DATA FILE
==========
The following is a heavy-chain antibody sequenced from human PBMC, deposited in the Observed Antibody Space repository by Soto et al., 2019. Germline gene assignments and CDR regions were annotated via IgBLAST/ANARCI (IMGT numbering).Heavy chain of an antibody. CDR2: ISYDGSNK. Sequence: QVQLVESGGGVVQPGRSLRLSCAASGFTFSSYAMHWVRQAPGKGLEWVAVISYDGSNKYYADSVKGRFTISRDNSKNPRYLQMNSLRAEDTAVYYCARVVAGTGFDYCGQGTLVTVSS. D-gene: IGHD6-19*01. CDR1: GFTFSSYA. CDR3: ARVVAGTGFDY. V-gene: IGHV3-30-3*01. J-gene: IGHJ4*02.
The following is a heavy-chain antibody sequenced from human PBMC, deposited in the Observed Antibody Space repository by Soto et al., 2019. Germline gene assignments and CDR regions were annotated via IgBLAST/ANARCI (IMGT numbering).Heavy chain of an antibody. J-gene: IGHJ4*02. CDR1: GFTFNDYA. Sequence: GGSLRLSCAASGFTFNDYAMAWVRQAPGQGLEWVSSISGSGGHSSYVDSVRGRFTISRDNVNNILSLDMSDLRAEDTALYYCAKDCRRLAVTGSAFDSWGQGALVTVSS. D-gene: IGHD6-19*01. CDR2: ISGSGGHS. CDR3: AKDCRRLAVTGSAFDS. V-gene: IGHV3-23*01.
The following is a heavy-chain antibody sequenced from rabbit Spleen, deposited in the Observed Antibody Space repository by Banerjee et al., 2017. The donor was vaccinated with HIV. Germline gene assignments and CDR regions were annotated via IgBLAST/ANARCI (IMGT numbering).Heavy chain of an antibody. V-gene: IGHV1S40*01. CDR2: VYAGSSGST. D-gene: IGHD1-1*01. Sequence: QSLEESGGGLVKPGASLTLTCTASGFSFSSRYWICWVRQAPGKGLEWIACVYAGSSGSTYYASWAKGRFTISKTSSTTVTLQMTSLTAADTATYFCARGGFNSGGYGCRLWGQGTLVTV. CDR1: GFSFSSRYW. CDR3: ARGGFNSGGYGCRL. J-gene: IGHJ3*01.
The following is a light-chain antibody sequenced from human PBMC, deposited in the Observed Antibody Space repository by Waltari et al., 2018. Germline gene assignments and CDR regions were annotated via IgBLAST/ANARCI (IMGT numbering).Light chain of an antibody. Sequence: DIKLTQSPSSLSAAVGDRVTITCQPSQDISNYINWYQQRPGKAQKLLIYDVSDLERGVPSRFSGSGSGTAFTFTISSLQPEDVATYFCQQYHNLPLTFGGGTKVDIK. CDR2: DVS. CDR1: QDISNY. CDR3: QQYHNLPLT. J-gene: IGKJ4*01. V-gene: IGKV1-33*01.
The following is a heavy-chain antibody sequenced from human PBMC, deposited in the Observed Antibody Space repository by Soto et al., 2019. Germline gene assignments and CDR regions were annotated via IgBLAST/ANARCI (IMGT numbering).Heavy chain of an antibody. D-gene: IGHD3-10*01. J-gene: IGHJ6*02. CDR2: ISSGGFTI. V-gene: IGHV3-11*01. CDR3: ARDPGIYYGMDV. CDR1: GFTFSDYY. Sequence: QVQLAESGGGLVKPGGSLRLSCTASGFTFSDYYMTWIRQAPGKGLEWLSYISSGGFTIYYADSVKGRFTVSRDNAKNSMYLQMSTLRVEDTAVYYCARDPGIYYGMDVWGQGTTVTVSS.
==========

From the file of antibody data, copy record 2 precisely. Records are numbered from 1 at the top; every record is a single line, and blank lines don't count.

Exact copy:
The following is a heavy-chain antibody sequenced from human PBMC, deposited in the Observed Antibody Space repository by Soto et al., 2019. Germline gene assignments and CDR regions were annotated via IgBLAST/ANARCI (IMGT numbering).Heavy chain of an antibody. J-gene: IGHJ4*02. CDR1: GFTFNDYA. Sequence: GGSLRLSCAASGFTFNDYAMAWVRQAPGQGLEWVSSISGSGGHSSYVDSVRGRFTISRDNVNNILSLDMSDLRAEDTALYYCAKDCRRLAVTGSAFDSWGQGALVTVSS. D-gene: IGHD6-19*01. CDR2: ISGSGGHS. CDR3: AKDCRRLAVTGSAFDS. V-gene: IGHV3-23*01.